Religious Leaders Need Basics of Scientific Thinking
BYLINE: Anwar Mall
The Urdu Literary Society of the Western Cape (Bazme Adab) has distributed a booklet, A Heritage of Inspiration, a collection of articles covering the developmental aspects of Indian culture, language, religion and history, against a background of Islamic history in South Africa and India.
One of the articles, "African history from the dawn of time to the end of the slave trade", was written by a group of authors that included Professor Ali Mazrui, the renowned and prolific African historian.
This in itself is nothing out of the ordinary because many such pieces abound in history books, journals, newspapers and magazines.
The opening paragraphs of this article described the origin of humankind and the birth of modern humans (Homo sapiens) from an evolutionary point of view, using evidence largely gathered by palaeontology, which traces the development of modern humans from their ancestral origins.
Again, this subject has been exhausted in textbooks of anthropology, palaeontology and genetics, together with thousands of articles on the topic annually in scientific journals worldwide, ever since Charles Darwin published his seminal work in 1859. Africa is now convincingly considered "the cradle of mankind" by those who subscribe to this theory. Unfortunately, Darwin's theory divided the world into two broad camps, those for and against Darwinian evolution, and the debate rages on.
So what is the shout about? Well, this is the first time in my experience that a journal linked to Muslim cultural and religious activities has published information on evolution in such a matter-of-fact way, and as a Muslim I am delighted by this.
My focus here is on Muslims and Islam in general, because I despair of the Islamophobia that has taken over the world, and the beleaguered state Muslims find themselves in generally, be it in Afghanistan, Pakistan, Iraq, or wherever.
How do Muslims, despite the ravages of colonialism and imperialism, regain a sense of dignity and move forward in the 21st century?
The fact that Mazrui, a practising Muslim, co-authored this article suggests to me that there may be more people in this seemingly unlikely quarter who are prepared to cross the boundaries defined by their faiths, and explore the many ideas created by scientific efforts without feeling compromised.
They have no fear that engaging with scientific findings would diminish their faith and belief. Happily, this seems to be a growing trend worldwide, with lively debates among thinking people of various backgrounds. It is perfectly rational and logical for human beings of whatever creed to be curious about the big questions of existence, our origins and the meaning of this "thing" we so glibly call "life".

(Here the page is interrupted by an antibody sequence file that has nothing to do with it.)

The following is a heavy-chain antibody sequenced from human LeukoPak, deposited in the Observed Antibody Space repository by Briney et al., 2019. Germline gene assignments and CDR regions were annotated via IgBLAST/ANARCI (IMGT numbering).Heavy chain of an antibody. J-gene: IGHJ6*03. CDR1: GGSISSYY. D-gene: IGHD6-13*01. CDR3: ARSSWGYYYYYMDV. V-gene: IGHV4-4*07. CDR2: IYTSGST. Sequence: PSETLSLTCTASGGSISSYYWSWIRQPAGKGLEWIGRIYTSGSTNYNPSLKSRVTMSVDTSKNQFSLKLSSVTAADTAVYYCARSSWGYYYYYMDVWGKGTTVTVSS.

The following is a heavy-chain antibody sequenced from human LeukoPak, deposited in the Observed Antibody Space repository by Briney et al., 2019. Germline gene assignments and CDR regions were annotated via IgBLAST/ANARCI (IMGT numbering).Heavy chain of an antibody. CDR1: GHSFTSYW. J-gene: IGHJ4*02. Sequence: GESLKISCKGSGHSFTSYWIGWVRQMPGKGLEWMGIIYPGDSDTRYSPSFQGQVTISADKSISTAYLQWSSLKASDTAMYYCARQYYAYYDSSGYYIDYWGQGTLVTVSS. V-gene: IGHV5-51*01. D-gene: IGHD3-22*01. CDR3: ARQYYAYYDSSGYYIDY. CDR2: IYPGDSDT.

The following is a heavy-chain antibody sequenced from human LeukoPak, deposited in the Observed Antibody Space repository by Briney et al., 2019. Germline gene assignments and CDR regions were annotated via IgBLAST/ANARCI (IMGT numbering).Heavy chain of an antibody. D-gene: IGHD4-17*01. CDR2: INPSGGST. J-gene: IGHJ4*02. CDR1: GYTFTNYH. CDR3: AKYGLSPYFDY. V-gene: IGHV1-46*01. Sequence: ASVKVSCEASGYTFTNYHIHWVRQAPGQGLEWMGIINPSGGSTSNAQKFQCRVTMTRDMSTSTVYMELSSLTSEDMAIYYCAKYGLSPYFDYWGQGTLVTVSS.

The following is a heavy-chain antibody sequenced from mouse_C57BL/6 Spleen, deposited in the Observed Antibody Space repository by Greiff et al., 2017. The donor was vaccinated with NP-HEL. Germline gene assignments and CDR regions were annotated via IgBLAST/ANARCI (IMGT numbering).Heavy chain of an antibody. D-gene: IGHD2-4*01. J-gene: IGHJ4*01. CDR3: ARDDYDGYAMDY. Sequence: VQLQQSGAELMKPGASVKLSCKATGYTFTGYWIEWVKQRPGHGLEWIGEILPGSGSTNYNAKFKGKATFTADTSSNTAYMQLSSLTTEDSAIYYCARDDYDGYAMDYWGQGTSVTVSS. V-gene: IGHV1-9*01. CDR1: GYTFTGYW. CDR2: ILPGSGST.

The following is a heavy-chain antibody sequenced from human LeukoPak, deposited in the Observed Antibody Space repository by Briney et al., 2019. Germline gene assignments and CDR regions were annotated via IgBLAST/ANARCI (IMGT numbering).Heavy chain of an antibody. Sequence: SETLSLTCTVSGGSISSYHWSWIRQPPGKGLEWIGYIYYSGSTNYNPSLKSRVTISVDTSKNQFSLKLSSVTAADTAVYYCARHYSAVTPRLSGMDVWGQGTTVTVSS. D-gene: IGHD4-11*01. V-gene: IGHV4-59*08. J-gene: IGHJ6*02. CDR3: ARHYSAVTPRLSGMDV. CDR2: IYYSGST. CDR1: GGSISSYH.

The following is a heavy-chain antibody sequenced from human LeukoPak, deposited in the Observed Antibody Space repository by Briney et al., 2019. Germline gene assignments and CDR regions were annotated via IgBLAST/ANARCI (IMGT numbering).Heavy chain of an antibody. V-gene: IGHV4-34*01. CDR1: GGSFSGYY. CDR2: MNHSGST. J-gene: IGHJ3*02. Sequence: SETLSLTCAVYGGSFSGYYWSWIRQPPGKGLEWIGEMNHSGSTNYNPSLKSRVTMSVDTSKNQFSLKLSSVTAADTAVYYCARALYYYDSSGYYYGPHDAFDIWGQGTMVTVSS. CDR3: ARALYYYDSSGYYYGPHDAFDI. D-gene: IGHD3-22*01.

It is extremely sad many do not engage with these issues because their curiosity was dampened at an early age by parents and teachers who, perhaps with good intentions, protected them from dabbling in what were considered dangerous ideas. But it is even sadder that many religious leaders, be they Muslim, Christian, Hindu, Jewish or of whichever persuasion, actively urge their followers to refrain from asking such questions, fearing the weakening of their faiths. This has given rise to the narrow-minded fundamentalism (and I do not use this term in the belittling way it is commonly used against Muslims) and ignorance we experience.
The consequences are there for all to see, with the Western world having made enormous strides in science, technology and the arts (much of the foundation for which, ironically, was laid by Muslim scholars), while the gap between the West and the rest of the world increasingly widens. Instead of withdrawing into a laager, Muslims should take on the cause of education, especially in science and technology, and not reject it as mere worldly knowledge, an attitude that has had dire consequences, as in Iraq, where a superpower, on a faked premise, invades a Muslim country, destroys it, steals its oil and leaves behind only misery for its people.
Science depends on empiricism, verifiable by observation, experience and experiment, rather than speculation or even pure logic. Scientific theories are consistently under scrutiny and have to stand the test of time.